• Anne Ruderman (History), “The Police des Noirs on the Ground”

  • Caitlin Verboon (History), “Urban Encounters: Struggles for Freedom in the South, 1865-1875”

  • Eduardo Vivanco Antolin (Architecture), “I Want To Be An Angel: Contraband Education during the Civil War”

Summer 2010

  • Richard Anderson (History), “Intercepted in Transport: The Lives and Experiences of Sierra Leone’s Liberated African Community, 1907-1870”    

  • Betsy Beasley (American Studies), “A New South and a New City: Negotiating Race, Constructing Region, and Building Soul City, North Carolina, 1969-80”

  • Christine DeLucia (American Studies), “The Memory Frontier: Making Past and Place in the Northeast after King Philip’s War”

  • Matthew Vernon (English Language & Literature), “Strangers in a Familiar Land: The Medieval and African American Literary Tradition”

  • Joseph Yannielli (History), “Travelers and Outlaws: Encounters with Slavery in the American West and West Africa, 1820-60”

Summer 2009

  • Dana Byrd (Art History), “Picturing the Postbellum Plantation”

  • Rana Hogarth (History of Science and Medicine), “Comparing Anatomies, Constructing Races: Medicine and Slavery in the Atlantic World, 1787-1838”

  • Yakov Klots (Slavic Languages and Literature), “Slaves of the Gulag: Theater, Art, and Culture in the Soviet Hard-Labor Camps”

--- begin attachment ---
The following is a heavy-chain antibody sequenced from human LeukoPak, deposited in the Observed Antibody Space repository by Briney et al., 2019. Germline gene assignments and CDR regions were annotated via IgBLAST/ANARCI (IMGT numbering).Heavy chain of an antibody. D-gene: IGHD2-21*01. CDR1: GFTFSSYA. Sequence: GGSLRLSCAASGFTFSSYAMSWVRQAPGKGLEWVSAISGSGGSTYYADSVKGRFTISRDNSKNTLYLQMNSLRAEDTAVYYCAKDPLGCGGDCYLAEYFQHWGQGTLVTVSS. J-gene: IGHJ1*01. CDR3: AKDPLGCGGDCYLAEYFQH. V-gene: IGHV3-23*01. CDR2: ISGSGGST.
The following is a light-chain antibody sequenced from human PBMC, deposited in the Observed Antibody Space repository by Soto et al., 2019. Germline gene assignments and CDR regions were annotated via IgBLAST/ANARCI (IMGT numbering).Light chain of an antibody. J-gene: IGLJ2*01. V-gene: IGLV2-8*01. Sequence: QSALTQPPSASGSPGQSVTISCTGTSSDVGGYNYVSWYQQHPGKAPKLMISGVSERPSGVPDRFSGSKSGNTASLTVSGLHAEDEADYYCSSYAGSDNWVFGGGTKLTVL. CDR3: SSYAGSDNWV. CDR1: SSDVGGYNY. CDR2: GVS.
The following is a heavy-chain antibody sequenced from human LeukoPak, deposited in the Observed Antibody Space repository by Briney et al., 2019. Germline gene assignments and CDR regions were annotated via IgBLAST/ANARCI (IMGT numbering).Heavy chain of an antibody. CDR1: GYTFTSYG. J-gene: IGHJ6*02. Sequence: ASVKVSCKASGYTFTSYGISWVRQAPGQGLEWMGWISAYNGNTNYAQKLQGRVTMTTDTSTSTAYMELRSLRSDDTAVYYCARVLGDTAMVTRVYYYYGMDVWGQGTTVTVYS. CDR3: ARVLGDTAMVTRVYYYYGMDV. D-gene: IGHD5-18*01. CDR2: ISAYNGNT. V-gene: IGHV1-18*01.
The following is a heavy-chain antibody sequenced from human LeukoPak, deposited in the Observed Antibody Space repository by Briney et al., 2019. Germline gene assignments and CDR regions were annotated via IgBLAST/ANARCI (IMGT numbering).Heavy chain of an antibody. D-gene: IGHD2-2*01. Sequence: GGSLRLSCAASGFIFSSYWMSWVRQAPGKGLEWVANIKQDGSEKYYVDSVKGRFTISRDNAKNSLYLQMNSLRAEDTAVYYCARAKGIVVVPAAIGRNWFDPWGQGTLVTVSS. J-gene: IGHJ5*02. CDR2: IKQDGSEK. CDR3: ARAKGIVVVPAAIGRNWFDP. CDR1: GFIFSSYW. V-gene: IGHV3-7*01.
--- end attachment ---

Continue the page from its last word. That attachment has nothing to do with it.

• Katherine Mooney (History), “Slavery and Freedom at the Race Track”

  • Aaron Carico (American Studies), “Plantation State: Finance, Aesthetics, and the Political Reconstruction of America”

Summer 2008

  • R. Blake Gilpin (History), “The Return of Nat Turner: The Legacy of a Slave Revolt”

  • Allison Gorsuch (History), “Free Chicago: African American Responses to the 1850 Fugitive Slave Law”

  • Anna Kesson (Art History), “No Laughing Matter: Slavery and Visual Humor in the Print Culture of Jamaica 1789-1838”

  • Sarah Lewis (Art History), “Figurative Fictions: Cartographic Language and the Lusophone and Anglo-American Slave Trade”

  • Shatema Threadcraft (Political Science), “Intimate Labor and Black Feminine Freedom”

Summer 2007

  • Sarah Haley (African American Studies), “Lawless Character: Black Women and Convict Labor in the New South, 1865-1938”

  • K. Stephen Prince (History), “The Southern Question: The Idea of the South in Northern Culture, 1865-1915”

  • Adam Arenson (History), “The African American Experience in St. Louis: From Slavery to Freedom”

  • James Fenske (Economics), “Land and Slavery in Southern Nigeria: 1830-1914”

Summer 2006

  • Charlotte Walker (History), “Slavery in colonial Cameroon and its implications in the development of anti colonial dissent and the public sphere”

  • Sonali Chakravarti (Political Science), “Painful Truths: The Political Philosophy of Truth Commissions”

  • Brandi Hughes (African American Studies/American Studies), “Middle Passages: African America and the Missionary Movement through West Africa, 1850-1930”

  • Tatiana Seijas (Latin American Studies), “The Asian Presence in Colonial Mexico: Galleon Slaves and the Trade with China”